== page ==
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CAT 2018 Topper Interview: Meet Misal Avinash - 99.37 percentiler

CAT 2018 topper interview provides an insight into the toppers of the prestigious MBA entrance exam. Misal Avinash who has scored 99.37 percentile in CAT 2018 shares his preparation strategies, tips and future aspirations in the CAT 2018 topper interview below.

Jan 5, 2019 12:53 IST
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CAT Topper - Misal Avinash
CAT Topper - Misal Avinash

CAT 2018 Topper Interview: IIM Calcutta has finally revealed the official CAT result 2018 on 5th January. CAT 2018 aspirants woke up to an earlier than scheduled declaration of CAT 2018 result. IIMC had earlier announced the declaration of CAT result 2018 at 1.00 PM on the same day. Meet Misal Avinash who has scored 99.37 in CAT 2018 and read his full interview here.

JagranJosh: Congratulations on scoring 99.37 percentile! What are your overall and sectional scores in CAT 2018?

Misal: Thank you. My overall percentile in CAT 2018 was 99.37 with a scaled score of 162.89. My sectional percentiles and scores are as follows:

VARC-99.4 (77.58)

DILR-98.49 (43.01)

QA-96.79 (42.29)

Also Check: CAT 2018 Result Declared: Download your Scorecard @ iimcat.ac.in

JagranJosh: When did you start your CAT 2018 Preparation? What is the ideal time required to complete the CAT syllabus before the exam?

Misal: I started my CAT 2018 preparation in January 2018. In the first few months, I focused on mainly going through the fundamentals and later on picked up the pace.

Speaking of ideal time required to complete the CAT syllabus, there's no one size fits all. Although it is beneficial to start as soon as possible, many do well even after just a few months of preparation. Still, I'd say anything north of 6-7 months should be sufficient to finish the syllabus.

JagranJosh: What was your overall preparation strategy for CAT 2018?

Misal: I'd say I divided my preparation into three phases

In the first phase, from Jan to April, I aimed to make my concepts clear for each of the sections. I went through the basics and tried to understand the basics. I gave one mock test every two weeks during this period

In the second phase, from May to August I worked on my weak areas and to solve as many questions as I could form these areas. I solved 1 mock every week during this period and spent time afterward analyzing my strong and weak areas.

During the last phase from September to November, I (tried to) gave as many mocks as possible and analyzing them thoroughly. I wasn't well for a while in between so I had to make up for it later. For the last week, I only went through the formulae and focused on revising the concepts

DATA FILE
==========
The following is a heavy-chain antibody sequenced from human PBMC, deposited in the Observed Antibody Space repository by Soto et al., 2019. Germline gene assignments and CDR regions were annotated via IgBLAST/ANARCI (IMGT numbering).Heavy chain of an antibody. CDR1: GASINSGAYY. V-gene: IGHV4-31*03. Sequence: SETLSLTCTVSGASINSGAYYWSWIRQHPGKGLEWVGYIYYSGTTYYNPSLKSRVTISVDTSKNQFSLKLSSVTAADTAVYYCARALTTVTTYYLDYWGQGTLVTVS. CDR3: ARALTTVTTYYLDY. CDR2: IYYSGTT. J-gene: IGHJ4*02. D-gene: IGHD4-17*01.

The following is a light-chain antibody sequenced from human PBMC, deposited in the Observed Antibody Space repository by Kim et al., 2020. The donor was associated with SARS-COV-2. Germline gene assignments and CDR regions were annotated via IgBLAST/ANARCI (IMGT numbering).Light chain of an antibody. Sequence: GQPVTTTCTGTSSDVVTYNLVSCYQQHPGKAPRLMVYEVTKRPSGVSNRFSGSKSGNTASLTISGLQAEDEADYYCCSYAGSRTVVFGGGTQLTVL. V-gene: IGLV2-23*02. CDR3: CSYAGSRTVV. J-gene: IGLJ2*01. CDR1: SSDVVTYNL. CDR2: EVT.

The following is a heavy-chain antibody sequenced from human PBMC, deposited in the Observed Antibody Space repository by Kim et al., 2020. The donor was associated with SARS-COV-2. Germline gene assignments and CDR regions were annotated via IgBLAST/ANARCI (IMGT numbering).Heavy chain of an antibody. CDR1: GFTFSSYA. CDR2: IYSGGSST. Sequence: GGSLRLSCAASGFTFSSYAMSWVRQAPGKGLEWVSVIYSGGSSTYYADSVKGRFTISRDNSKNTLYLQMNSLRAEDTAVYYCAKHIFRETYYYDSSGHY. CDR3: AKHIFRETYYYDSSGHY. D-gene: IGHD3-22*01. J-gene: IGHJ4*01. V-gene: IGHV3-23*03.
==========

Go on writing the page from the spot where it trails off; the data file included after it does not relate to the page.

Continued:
JagranJosh: Was there any particular section/area that you were weak at? How did you overcome this challenge? What strategies did you adopt to master that section? 

Misal: Yes. Don't get me started on LR-DI. I considered it as my bane in many of the mocks. I remember scoring single digit marks in this section more than once. Although it was frustrating, I asked around and realized that more practice was the only way to overcome this weakness.

My strategy was to give at least one hour every day for LR-DI and then give as many mocks as possible to expose myself to different types of questions. Slowly and steadily, my scores in this section improved.

JagranJosh: Please share your section-wise preparation strategy for QA, DILR and VARC.

Misal: VARC: In VARC, my main focus was RC portion since it forms a major part of the VARC section. VARC was my strong suit due to my penchant for reading and thus I spent comparatively less time on it. I prepared mainly from the GMAT passages and tried to focus on my mistakes more so as not to repeat the same.

DILR: For DILR, I initially referred to standard books but couldn't make much progress. This is where mock tests came to the rescue. I focused on AIMCATS and SIMCATS and solved them religiously. They exposed me to a plethora of scenarios which helped me a lot on the D-day.

Quant: For quants, I first went through Quant book by Arun Sharma which helped me a lot for the basics. I also solved a lot of questions from the TIME modules. After that, I focused mainly on mocks and sectional tests as they helped me develop a strategy according to my strengths and weaknesses.

JagranJosh: Were you a part of any coaching institute? Do you think coaching is necessary to ace CAT?

Misal: Yes, I had joined TIME Malleswaram coaching institute in Bangalore. I'd say it was crucial for my preparation. The teachers were very well versed with their respective subjects and helped each and everyone to clear their doubts.